The Way Business Is Moving published by
Issue Date: November 2002

Cyber crime - the nitty-gritty explained

November 2002
Thomas Hansen: director of small and medium business, Microsoft SA

Over the past few years the business world has been forced to sit up and take notice of cyber crime. Hackers, viruses and malicous code have become increasingly active causing downtime and data loss that cost valuable time and money. Now government organisations are also starting to implement strategic measures to alleviate some of these symptoms and to crack down on cyber 'gangsters'.

Approximately 6% of all business personal computers experienced an episode of data loss in 1998 alone. This percentage is divided between hardware failure, software failure, human error, computer viruses and theft and has almost doubled in volume since then. Additionally, the ubiquity of the Internet provides great opportunity for business but it also provides both incentive and mechanism for malicious attacks. These attacks may take a number of different forms; denial of service attacks, network penetrations and 'smash-and-grab' attacks.
The Electronic Communications and Transactions Act 2002 (ECT Bill) has been developed by the South African government in a concerted effort to protect businesses and consumers against such unlawful attacks. Chapter XIII makes the first statutory provisions on cyber crime in South African jurisprudence. The Bill is introducing statutory criminal offences relating to information systems and includes; unauthorised access to data, interception of or interference with data, computer-related extortion, fraud and forgery.
Additionally the Bill makes provision for cyber inspectors who monitor Internet websites in the public domain and investigate whether cryptography service providers and authentication service providers comply with the relevant provisions. They have been granted the powers of search and seizure, subject to obtaining a warrant, and can assist the police or other investigative bodies on request.
Open with care
e-mail borne viruses have increased significantly, including the more destructive examples like NIMDA and Code Red, and without safeguards they travel extremely fast. One thing characteristic about recent attacks is that they are multidimensional, using multiple routes to enter a system. All security threats can be mitigated to some extent - some more easily than others - by a combination of good security configuration and good security practices.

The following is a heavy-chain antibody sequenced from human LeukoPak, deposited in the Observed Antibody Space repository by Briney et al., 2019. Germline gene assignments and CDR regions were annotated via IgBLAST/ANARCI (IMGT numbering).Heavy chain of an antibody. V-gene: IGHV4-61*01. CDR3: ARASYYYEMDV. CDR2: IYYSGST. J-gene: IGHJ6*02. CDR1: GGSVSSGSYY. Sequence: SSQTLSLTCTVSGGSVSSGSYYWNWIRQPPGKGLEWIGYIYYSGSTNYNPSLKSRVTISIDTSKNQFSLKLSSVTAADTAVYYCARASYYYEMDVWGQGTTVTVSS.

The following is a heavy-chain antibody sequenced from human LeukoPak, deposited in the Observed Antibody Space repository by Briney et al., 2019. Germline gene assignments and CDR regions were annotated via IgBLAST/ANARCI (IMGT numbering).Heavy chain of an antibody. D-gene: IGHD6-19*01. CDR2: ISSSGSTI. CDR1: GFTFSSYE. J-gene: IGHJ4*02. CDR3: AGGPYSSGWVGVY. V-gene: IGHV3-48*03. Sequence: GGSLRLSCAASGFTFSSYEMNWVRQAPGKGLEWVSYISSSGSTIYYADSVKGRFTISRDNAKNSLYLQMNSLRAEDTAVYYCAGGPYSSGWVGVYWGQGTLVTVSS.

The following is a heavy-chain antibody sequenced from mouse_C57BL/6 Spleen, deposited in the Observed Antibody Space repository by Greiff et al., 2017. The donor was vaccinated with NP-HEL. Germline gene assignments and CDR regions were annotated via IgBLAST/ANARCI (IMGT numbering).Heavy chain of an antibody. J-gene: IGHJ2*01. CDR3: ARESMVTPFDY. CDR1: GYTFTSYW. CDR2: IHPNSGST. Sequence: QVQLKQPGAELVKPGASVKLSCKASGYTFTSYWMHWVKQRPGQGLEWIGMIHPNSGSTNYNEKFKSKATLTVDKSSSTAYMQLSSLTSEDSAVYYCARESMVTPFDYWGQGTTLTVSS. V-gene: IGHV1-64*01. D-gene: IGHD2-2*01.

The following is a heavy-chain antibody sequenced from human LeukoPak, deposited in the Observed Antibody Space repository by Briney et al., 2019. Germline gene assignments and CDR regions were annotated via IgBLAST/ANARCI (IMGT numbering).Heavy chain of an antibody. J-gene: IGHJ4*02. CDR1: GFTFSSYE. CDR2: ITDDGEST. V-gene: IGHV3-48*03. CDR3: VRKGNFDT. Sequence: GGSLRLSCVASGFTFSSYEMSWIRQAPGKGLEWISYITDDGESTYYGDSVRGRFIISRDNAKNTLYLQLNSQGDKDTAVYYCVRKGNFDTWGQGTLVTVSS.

Because you are exposed to the risk of being infected by a virus any time you receive and open an e-mail, get on the Internet or download and open files, here are some tips and tricks that you can use to protect your business.
Use a firewall! Firewalls act as a protective boundary between a network or individual computer and the outside world by shielding your system when you are online. Do not open attachments from people you do not know and be careful about opening attachments in general, as they can contain dangerous viruses. Even when you receive an attachment from someone you do know you should be careful opening it if you are not sure about what the file contains. Many viruses are spread through being automatically forwarded to all the contacts in a person's address book, which means that you can receive e-mail with files infected by viruses from people you know. Keep your software secure! You need to make sure that your business software remains current in terms of updates, security patches and enhancements.
While these safeguards and the additional protections offered by government agencies are strong protective measures against the threats posed by cyber gangsters, they are not infallible. Businesses should also maintain a documented internal security policy that is adhered to by all members of staff and updated on a regular basis. Security is a journey, not a destination - businesses need to stay ahead of the bad guys who are not sleeping around the corner. You cannot assume that the security solutions you implemented last year are strong enough to meet the threats that have been developed this year.
The technology industry is now developing products and solutions that reflect their awareness and understanding of this problem.
Microsoft South Africa, 011 257 0485,

Others who read this also read these articles

  • Who owns your IP?

    Companies and individuals who do not pay sufficient attention to the ownership of IP may find down the line that they in fact do not own their IP

    [ November 2008 ]

  • Addressing wireless challenges

    The use of multihop relaying in cellular networks is considered a key practice for increasing data transmission rates and maximising coverage in 4G wireless systems

    [ March 2008 ]

  • Is Big Brother a big bother?

    Although this Bill is a serious infringement of privacy rights, the checks and balances built into the Bill would probably pass constitutional scrutiny on the basis that the right to privacy has to be balanced with the duty of the government to protect its citizens

    [ September 2002 ]

  • Legal matters

    The objects of the Bill include giving legal certainty to electronic communications and transactions, to develop a safe, secure and effective environment for the consumer and business to conduct and rely on electronic transactions and to afford better protection to the consumer and to promote online transactions in South Africa

    [ June 2002 ]

Search Site


Previous Issues